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Iran: Nuclear Issues
Country Study > Chapter 5 > National Security > Nuclear Issues

NUCLEAR ISSUES


Iran’s official position is that it has no program for the development of nuclear weapons and never would use such weapons. However, certain aspects of its civilian nuclear power program, especially its development of facilities for the conversion of uranium to nuclear fuel, were not disclosed to the International Atomic Energy Agency (IAEA) until 2002, long after they had been constructed and become operational. This lack of disclosure aroused suspicion in the United States and member countries of the European Union, as well as elsewhere, that Iran was using the development of nuclear reactors to generate electric power as a cover for the clandestine development of nuclear weapons. Iran denied that this was the case, however (see Relations with Europe; The United States and Iran, ch. 4). As of late 2007, no documentary evidence had confirmed that Iran’s military doctrine includes a scenario for the use of nuclear weapons. However, if Iran had a nuclear weapons program, only a very limited number of political and military leaders would know of its existence.

Before the Revolution, the shah’s government contracted with the German corporation Siemens to build a nuclear power plant at Bushehr on the Persian Gulf (see fig. 8). When the Revolution halted the project, 85 percent of the first reactor was complete, but it sustained serious damage in the Iran– Iraq War. When the Islamic Republic attempted to resume work in the late 1980s, Siemens declined to participate, and Iran turned to Russia to complete the plant. The agreement reached between the Iranian and Russian governments in 1995, worth an estimated US$800 million, was attractive to Russia because it established a nuclear market in the Middle East. The station was to include a 1,000-megawatt light water reactor, and Russia was to provide 2,000 tons of uranium fuel. Completion of the first reactor, originally scheduled for 1999, was delayed several times, causing friction between Iran and Russia. A 2005 addendum to the agreement provided for Russia to train several hundred Iranians to run the plant. The delay of scheduled fuel deliveries from Russia and late payments by Iran further set back the opening of Bushehr, until at least 2008. Meanwhile, Iran announced plans to build a large number of additional nuclear power plants.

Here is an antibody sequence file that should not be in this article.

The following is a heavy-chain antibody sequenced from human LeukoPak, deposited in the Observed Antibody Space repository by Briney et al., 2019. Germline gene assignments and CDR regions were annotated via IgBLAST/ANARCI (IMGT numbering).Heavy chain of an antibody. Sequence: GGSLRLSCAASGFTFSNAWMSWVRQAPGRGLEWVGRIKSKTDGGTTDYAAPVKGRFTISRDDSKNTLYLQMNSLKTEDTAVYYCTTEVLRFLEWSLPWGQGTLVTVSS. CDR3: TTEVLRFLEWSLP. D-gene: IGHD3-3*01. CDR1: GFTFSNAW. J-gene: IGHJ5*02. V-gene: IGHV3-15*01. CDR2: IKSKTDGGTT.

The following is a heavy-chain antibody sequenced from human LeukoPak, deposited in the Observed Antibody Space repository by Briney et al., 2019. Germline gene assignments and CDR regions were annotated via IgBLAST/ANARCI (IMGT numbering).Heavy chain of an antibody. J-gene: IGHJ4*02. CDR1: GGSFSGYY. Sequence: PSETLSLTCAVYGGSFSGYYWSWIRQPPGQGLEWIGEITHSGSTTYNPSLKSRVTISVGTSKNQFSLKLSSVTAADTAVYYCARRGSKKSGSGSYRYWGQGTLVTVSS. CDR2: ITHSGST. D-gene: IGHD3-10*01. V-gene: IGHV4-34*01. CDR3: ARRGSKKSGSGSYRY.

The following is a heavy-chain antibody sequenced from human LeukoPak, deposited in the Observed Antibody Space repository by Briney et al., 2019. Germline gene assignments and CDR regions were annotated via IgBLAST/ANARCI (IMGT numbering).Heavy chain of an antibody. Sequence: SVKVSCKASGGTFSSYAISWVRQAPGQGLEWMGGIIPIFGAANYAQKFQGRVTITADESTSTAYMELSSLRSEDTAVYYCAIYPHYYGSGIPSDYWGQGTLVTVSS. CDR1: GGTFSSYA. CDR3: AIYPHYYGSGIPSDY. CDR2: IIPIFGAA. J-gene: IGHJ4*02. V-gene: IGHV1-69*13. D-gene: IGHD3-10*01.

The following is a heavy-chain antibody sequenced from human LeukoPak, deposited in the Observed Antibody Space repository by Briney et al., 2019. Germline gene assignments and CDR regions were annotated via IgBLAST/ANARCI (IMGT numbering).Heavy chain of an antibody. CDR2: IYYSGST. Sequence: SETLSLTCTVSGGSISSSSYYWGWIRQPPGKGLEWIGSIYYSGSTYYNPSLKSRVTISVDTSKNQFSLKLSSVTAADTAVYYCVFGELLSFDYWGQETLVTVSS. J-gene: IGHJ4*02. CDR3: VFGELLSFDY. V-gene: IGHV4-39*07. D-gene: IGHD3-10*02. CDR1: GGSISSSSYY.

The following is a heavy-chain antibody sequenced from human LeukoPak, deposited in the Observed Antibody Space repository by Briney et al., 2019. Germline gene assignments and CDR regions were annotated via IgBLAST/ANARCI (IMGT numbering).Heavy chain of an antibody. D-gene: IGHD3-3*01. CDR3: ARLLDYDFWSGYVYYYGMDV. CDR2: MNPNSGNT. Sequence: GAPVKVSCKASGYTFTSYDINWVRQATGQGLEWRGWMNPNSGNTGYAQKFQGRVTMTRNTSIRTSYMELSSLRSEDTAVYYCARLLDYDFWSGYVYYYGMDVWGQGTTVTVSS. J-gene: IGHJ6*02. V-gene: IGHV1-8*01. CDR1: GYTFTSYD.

Data as of 2008




Last Updated: January 2008


Editor's Note: Country Studies included here were published between 1988 and 1998. The Country study for Iran was first published in 1987. Where available, the data has been updated through 2008. The date at the bottom of each section will indicate the time period of the data. Information on some countries may no longer be up to date. See the "Research Completed" date at the beginning of each study on the Title Page or the "Data as of" date at the end of each section of text. This information is included due to its comprehensiveness and for historical purposes.

Note that current information from the CIA World Factbook, U.S. Department of State Background Notes, Australia's Department of Foreign Affairs and Trade Country Briefs, the UK's Foreign and Commonwealth Office's Country Profiles, and the World Bank can be found on Factba.se.

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